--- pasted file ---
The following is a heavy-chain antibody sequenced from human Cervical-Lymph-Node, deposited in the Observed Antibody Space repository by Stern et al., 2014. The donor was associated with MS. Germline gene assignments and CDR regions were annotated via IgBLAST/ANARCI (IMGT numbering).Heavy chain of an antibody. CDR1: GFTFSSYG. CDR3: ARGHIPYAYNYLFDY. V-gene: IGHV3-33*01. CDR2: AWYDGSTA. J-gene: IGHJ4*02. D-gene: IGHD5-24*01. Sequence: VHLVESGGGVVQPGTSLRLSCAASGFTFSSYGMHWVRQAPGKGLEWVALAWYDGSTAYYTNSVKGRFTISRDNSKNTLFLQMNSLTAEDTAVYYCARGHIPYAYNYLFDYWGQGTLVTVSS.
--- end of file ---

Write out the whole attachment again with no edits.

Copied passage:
The following is a heavy-chain antibody sequenced from human Cervical-Lymph-Node, deposited in the Observed Antibody Space repository by Stern et al., 2014. The donor was associated with MS. Germline gene assignments and CDR regions were annotated via IgBLAST/ANARCI (IMGT numbering).Heavy chain of an antibody. CDR1: GFTFSSYG. CDR3: ARGHIPYAYNYLFDY. V-gene: IGHV3-33*01. CDR2: AWYDGSTA. J-gene: IGHJ4*02. D-gene: IGHD5-24*01. Sequence: VHLVESGGGVVQPGTSLRLSCAASGFTFSSYGMHWVRQAPGKGLEWVALAWYDGSTAYYTNSVKGRFTISRDNSKNTLFLQMNSLTAEDTAVYYCARGHIPYAYNYLFDYWGQGTLVTVSS.